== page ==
Bank of America, Corp. has agreed to pay investors $315 million to settle their class action claim accusing Merrill Lynch of misleading them about the risks involved in investing in mortgage-backed securities. If approved, the proposed settlement would be one of the largest reached over MBS that caused investors major losses when the housing market collapsed. The lead plaintiff in this securities case is the Public Employees’ Retirement System of Mississippi pension fund.
The class action lawsuit accused Merrill of misleading investors about $16.5 billion of MBS in 18 offerings that were made between 2006 and 2007. They are claiming possible losses in the billions of dollars. (The offerings occurred before Bank of America bought Merrill.)
The plaintiffs contend that Merrill’s offering documents were misleading. They also believe that the original investment-grade ratings for the securities, which had been backed by loans from Countrywide, IndyMac Bancorp Inc., First Franklin Financial unit, and New Century Financial Corp. were unmerited. Most of these investments were later downgraded to “junk” status.
By agreeing to settle, Bank of America is not admitting to or denying wrongdoing.
This settlement must be approved by US District Judge Jed Rakoff, who just last week rejected the proposed $285M securities settlement between Citigroup Global Markets Inc. and the Securities and Exchange Commission. He ordered that the case be resolved through trial. Rakoff was also the one who refused to approve another proposed Bank of America securities settlement—the one in 2009 with the SEC—for $33 million over misstatements that were allegedly made regarding the purchase of Merrill. Rakoff would later go on to approve the revised settlement of $150 million.
Rakoff has criticized a system that allows financial firms to settle securities fraud allegations against them without having to admit or deny wrongdoing. He also has expressed frustration at the “low” settlements some investment banks have been ordered to pay considering the amount of financial losses suffered by investors.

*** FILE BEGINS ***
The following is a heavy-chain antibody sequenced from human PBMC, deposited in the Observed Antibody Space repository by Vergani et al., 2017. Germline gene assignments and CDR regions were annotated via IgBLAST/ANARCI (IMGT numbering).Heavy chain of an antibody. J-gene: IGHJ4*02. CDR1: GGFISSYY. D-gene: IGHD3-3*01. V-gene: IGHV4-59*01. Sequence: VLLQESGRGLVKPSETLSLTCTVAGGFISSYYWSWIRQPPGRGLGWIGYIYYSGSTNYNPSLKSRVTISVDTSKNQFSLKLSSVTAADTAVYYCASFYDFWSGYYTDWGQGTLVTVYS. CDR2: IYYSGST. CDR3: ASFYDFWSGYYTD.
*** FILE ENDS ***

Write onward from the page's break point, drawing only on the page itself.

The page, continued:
Our securities fraud lawyers represent individual and institutional clients that sustained losses related to non-traded REITs, private placements, principal protected notes, auction-rate securities, collateralized debt obligations, mortgage-backed securities, reverse convertible bonds, high yield-notes and other financial instruments that were mishandled by broker-dealers, investment advisers, or their representatives. We also work with victims of Ponzi scams, affinity scams, elder financial fraud and other financial schemes.
BofA Merrill unit in $315 mln mortgage settlement, Reuters, December 6, 2011
More Blog Posts:
Citigroup’s $285M Settlement With the SEC Is Turned Down by Judge Rakoff, Stockbroker Fraud Blog, November 28, 2011
Citigroup’s $285M Mortgage-Related CDO Settlement with Raises Concerns About SEC’s Enforcement Practices for Judge Rakoff, Institutional Investor Securities Blog, November 9, 2011
Ex-Lehman Brothers Holdings Chief Executive Defends Request that Insurance Fund Pay Legal Bills, Stockbroker Fraud Blog, October 19, 2011
Unfortunately, there are many investors that have lost money because they invested in MBS on the advice of financial representatives who did not properly explain the degree of risk involved. While joining a class action case can allow you to recover some losses, you stand a better chance of recouping more by filing your own securities claim and working with an experienced stockbroker fraud law firm.